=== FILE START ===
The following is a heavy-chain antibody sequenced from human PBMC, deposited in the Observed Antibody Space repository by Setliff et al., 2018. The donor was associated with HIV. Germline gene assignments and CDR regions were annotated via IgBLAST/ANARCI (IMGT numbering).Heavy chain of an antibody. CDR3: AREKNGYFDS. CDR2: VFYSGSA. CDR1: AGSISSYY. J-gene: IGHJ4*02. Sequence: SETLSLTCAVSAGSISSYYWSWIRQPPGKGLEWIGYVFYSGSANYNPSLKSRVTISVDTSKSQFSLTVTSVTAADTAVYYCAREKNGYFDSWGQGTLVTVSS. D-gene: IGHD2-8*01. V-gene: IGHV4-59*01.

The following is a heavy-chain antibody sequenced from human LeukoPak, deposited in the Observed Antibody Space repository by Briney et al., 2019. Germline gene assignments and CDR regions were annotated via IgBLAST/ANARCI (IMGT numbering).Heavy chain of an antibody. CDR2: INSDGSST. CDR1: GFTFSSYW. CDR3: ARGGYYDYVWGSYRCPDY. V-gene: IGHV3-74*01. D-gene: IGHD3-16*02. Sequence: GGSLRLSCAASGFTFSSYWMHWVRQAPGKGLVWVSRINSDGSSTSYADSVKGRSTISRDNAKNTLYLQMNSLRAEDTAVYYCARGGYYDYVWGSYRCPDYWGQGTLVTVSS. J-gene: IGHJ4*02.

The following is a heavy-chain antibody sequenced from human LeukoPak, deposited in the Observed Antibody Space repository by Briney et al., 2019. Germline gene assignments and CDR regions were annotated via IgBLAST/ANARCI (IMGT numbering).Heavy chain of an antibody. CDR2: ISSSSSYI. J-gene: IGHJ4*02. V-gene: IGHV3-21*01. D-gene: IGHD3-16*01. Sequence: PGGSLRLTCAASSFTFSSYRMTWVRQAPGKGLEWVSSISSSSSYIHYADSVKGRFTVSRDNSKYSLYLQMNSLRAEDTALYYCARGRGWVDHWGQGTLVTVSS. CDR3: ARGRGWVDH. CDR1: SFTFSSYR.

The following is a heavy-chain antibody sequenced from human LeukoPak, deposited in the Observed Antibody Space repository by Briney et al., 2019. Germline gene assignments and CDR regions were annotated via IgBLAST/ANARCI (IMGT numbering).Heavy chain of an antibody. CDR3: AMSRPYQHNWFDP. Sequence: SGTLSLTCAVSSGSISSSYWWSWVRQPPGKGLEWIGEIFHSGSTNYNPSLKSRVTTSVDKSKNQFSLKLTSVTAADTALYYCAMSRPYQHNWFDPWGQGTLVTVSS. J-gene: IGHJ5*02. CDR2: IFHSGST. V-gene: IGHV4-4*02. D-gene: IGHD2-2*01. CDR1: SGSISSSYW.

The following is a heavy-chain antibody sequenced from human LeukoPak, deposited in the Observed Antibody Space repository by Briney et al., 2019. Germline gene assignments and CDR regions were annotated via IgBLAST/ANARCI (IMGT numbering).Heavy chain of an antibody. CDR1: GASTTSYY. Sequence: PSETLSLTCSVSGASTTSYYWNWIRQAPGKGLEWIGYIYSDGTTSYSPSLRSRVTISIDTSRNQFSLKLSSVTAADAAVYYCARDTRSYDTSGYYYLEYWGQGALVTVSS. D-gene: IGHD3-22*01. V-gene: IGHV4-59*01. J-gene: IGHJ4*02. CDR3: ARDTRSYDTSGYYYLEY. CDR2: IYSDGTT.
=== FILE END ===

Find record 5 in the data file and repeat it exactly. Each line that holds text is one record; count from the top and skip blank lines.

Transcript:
The following is a heavy-chain antibody sequenced from human LeukoPak, deposited in the Observed Antibody Space repository by Briney et al., 2019. Germline gene assignments and CDR regions were annotated via IgBLAST/ANARCI (IMGT numbering).Heavy chain of an antibody. CDR1: GASTTSYY. Sequence: PSETLSLTCSVSGASTTSYYWNWIRQAPGKGLEWIGYIYSDGTTSYSPSLRSRVTISIDTSRNQFSLKLSSVTAADAAVYYCARDTRSYDTSGYYYLEYWGQGALVTVSS. D-gene: IGHD3-22*01. V-gene: IGHV4-59*01. J-gene: IGHJ4*02. CDR3: ARDTRSYDTSGYYYLEY. CDR2: IYSDGTT.